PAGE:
Certain Underwriters at Lloyd’s London v. Century Indemnity Company

Issue Discussed: Preclusive effect of an arbitration award is for arbitrators to decide; Consolidation of arbitrations is an issue for arbitrators to decide

Submitted by Sylvia Kaminsky

Date Promulgated: March 6, 2020

Certain Underwriters at Lloyd’s London v. Century Indemnity Company

Issue Discussed:  Preclusive effect of an arbitration award is for arbitrators to decide; Consolidation of arbitrations is an issue for arbitrators to decide

Submitted by Sylvia Kaminsky*

Dated Promulgated:  March 6, 2020

Certain Underwriters at Lloyd’s London v. Century Indemnity Company/ Civil Action No. 18-CV-11056 (U.S.D.C., D. Massachusetts)

Court:  United States District Court, District of Massachusetts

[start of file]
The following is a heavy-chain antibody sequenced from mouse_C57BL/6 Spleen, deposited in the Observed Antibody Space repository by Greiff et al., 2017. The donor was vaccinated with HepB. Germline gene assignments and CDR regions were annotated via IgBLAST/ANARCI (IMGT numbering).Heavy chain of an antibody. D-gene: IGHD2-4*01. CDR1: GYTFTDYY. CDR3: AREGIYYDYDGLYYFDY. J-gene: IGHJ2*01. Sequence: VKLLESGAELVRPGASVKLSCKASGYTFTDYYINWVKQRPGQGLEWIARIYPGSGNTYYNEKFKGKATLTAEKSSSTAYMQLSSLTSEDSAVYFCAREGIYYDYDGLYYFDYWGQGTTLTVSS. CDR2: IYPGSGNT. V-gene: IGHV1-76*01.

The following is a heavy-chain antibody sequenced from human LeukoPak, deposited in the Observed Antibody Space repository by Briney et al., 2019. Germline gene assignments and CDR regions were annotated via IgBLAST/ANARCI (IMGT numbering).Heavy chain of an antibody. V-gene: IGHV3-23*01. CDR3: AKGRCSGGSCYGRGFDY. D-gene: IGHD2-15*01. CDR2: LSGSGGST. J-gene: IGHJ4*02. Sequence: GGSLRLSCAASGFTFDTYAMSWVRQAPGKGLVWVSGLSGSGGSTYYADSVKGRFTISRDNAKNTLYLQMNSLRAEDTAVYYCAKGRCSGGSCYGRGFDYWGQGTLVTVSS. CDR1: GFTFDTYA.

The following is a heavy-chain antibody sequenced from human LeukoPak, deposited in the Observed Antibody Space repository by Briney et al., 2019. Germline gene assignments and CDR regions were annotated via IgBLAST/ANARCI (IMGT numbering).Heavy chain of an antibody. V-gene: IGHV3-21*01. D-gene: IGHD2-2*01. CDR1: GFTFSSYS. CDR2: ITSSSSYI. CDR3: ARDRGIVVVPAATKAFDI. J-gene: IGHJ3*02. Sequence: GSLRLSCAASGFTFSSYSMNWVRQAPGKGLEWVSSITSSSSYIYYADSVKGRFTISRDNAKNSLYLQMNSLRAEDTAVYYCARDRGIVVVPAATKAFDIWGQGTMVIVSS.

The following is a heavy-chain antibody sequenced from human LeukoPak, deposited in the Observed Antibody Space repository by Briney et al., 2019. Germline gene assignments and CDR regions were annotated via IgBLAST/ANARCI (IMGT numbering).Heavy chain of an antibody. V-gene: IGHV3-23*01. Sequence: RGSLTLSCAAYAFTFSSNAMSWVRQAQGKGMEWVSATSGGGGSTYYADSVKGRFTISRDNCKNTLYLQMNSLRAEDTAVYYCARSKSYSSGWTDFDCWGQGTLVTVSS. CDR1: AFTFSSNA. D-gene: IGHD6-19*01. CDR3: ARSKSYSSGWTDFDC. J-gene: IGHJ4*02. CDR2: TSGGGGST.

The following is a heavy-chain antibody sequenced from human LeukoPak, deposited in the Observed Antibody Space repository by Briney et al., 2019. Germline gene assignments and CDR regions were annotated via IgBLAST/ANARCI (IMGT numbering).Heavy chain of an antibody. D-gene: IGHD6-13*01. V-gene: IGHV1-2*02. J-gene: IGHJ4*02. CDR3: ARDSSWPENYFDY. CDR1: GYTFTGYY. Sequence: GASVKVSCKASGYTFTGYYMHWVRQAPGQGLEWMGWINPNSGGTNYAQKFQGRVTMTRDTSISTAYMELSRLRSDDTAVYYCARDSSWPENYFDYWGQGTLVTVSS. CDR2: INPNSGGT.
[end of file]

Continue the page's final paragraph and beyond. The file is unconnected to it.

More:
Case Description: Certain Underwriters at Lloyd’s London (“Underwriters”) provided reinsurance to Century Indemnity Company (“Century”) in effect between 1963 and 1970 under General Casualty Blanket and Excess of Loss Reinsurance Agreements.  Century issued insurance policies to the Boys Scouts of America (“BSA”) from the 1960’s to the 1990’s.  Beginning in the 1990’s, BSA submitted multiple claims to Century arising out of allegations of sexual molestation committed by individuals associated with the organization.  Century defended and indemnified BSA for those claims and entered into a settlement agreement whereby each molestation claim would be allocated under the Century policy in effect on the date when the first alleged act of molestation occurred.  Defense and indemnity payments for that claim would be paid under the policy.  In billing its reinsurers, Century accumulated the payment allocated to each policy period and billed it as a single loss occurrence under the Reinsurance Contract in effect at that time. Underwriters disputed the allocation claiming that it was “counterfactual,” that the settlement was not the product of a reasonable and business-like investigation and that the accumulation into a single loss occurrence was improper.  After a 4 day hearing before an arbitration panel, a unanimous panel ruled that Century had not demonstrated that the settlement agreement was a product of a reasonable and business-like investigation and accordingly, Underwriters were not bound to follow the settlement agreement.  The Final Award held that the submitted Century billing was not covered under the Reinsurance Contracts.    Thereafter, Century submitted new reinsurance billings allocating the payments across each of the Century policies in effect during the entire period into a single loss occurrence.  Underwriters sought clarification from the panel precluding Century from re-billing the claims.  In its Clarification Award the Panel accepted Underwriters’ challenge to the settlement agreement finding that the billed was based upon “two inter-dependent theories” – the accumulation of claims as a single occurrence and the allocation to the first date of alleged abuse.  Finding that the failure of either prong of Century’s claim would result in failure of the billing in its entirety, the panel found in favor of Underwriters.